William E. Donaldson Correctional Facility near Birmingham is home to Alabama’s most violent prisoners. In fact a third of this prison population will most likely call it home for the rest of their lives. To call it a challenging place to live is an understatement. It is named for an officer killed there in 1990.
However, there is a peace in many as Donaldson is the only prison in the United States that offers Vipassana Meditation. Of the 1500 inmates here, 430 have completed the program involving a 10-day silent meditation, and there is a waiting list for each session.
“Vipassana means seeing things as they are,” says inmate Johnny Mack Young. He goes on to describe the experience.
For the first three days, the only thing we do is sit and focus on our breath. This is to still the mind and get the mind sharp. You’ll start feeling little stuff moving all around on your body. Some guys can’t handle this; some guys scream.”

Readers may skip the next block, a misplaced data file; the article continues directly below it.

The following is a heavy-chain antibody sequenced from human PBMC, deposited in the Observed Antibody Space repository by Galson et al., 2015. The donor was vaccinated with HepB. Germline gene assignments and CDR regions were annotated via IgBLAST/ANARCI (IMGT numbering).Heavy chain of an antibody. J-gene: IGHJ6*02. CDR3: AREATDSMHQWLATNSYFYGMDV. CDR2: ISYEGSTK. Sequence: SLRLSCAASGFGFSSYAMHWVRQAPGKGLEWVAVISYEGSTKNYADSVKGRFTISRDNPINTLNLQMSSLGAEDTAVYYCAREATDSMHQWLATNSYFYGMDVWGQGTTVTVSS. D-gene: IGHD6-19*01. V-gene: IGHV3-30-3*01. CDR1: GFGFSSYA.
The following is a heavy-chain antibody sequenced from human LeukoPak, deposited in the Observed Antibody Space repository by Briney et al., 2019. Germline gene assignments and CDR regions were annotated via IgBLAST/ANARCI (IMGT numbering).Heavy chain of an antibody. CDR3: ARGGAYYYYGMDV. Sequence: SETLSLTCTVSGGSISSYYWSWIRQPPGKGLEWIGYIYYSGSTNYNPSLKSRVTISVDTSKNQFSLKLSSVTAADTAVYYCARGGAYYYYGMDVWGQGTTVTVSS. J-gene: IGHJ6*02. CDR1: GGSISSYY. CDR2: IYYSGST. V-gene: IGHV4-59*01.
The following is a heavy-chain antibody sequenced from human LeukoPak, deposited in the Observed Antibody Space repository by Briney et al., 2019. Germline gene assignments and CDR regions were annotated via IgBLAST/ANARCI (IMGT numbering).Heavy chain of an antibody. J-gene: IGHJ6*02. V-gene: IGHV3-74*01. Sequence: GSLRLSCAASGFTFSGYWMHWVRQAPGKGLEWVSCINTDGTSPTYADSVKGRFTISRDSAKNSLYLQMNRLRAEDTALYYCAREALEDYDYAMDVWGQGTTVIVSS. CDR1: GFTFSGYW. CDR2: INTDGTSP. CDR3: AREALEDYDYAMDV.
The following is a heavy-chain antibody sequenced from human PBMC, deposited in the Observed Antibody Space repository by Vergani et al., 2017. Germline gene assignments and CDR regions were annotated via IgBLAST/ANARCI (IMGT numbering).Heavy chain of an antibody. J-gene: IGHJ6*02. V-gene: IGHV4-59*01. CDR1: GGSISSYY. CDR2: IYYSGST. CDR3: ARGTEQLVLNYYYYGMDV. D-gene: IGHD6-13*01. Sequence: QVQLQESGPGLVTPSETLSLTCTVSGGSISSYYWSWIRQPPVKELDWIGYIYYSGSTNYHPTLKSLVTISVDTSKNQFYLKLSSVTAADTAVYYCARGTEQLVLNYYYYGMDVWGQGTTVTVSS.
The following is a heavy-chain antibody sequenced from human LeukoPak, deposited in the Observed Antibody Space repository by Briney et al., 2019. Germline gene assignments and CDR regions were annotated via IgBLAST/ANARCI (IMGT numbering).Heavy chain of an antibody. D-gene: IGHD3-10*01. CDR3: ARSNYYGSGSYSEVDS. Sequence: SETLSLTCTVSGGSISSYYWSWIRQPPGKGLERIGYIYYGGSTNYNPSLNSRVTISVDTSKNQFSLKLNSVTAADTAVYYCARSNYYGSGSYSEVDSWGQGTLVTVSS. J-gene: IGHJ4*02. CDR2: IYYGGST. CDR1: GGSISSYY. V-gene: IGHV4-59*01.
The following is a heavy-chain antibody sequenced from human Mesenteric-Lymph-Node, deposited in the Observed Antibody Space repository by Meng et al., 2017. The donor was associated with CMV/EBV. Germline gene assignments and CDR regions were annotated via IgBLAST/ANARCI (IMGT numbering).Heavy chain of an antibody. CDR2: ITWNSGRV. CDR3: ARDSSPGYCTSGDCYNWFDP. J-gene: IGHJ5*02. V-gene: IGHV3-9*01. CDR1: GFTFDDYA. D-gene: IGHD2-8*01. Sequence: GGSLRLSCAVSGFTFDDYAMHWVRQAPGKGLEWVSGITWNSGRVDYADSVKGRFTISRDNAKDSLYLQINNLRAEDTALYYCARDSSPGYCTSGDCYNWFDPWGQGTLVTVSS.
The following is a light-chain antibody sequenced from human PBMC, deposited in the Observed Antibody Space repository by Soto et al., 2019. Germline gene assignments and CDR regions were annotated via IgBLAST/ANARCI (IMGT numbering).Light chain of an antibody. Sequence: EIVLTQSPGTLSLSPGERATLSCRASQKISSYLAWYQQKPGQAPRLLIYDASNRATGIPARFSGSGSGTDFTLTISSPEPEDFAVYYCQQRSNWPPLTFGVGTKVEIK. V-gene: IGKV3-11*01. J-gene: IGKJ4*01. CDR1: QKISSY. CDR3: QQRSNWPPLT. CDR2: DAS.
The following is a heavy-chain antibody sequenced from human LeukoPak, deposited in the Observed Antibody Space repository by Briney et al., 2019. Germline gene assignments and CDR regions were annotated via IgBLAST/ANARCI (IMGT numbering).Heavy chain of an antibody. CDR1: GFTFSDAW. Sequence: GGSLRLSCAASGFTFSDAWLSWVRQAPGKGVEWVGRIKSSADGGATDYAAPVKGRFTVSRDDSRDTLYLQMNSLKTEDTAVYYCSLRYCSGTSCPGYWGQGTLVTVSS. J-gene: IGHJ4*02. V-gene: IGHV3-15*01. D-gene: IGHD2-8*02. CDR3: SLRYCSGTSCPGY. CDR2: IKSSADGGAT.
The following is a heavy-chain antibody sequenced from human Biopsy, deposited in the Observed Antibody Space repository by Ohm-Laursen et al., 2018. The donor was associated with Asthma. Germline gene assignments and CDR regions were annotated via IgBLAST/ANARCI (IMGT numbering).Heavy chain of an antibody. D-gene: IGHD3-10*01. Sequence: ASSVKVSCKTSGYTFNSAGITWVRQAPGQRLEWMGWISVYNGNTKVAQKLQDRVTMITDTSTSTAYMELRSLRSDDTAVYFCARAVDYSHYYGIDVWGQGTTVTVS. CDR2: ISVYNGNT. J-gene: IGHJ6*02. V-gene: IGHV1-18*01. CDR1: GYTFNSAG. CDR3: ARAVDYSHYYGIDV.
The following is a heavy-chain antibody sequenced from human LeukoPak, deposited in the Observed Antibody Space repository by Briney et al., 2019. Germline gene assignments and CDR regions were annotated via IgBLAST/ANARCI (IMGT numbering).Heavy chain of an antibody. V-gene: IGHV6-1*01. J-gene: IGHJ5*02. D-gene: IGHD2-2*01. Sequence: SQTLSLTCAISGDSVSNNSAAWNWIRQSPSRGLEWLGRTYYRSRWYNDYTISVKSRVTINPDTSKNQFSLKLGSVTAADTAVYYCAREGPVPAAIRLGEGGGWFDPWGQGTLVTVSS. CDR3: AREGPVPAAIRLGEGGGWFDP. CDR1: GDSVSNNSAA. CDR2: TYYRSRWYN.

Carl Franz, Vipassana teacher, helps explain.
Everyone’s mind is kind of Pandora’s box and when you have 33 rather serious convicts facing their past, and their own minds, their memories, their regrets, rough childhood, whatever, their crimes, lots of stuff comes up.”
As a result of going through this process Young says now he simply tries to have the highest quality life he can. “It changed my life.” (Read the full article from NPR here.)
What does meditation in a Birmingham prison have to do with Yoga in Sacramento?
If focusing on breath and bringing the mind to stillness can help an inmate be non-reactive in a tumultuous environment, perhaps it can help you and I do the same.
After all, some of the prisons we experience exist only in our minds.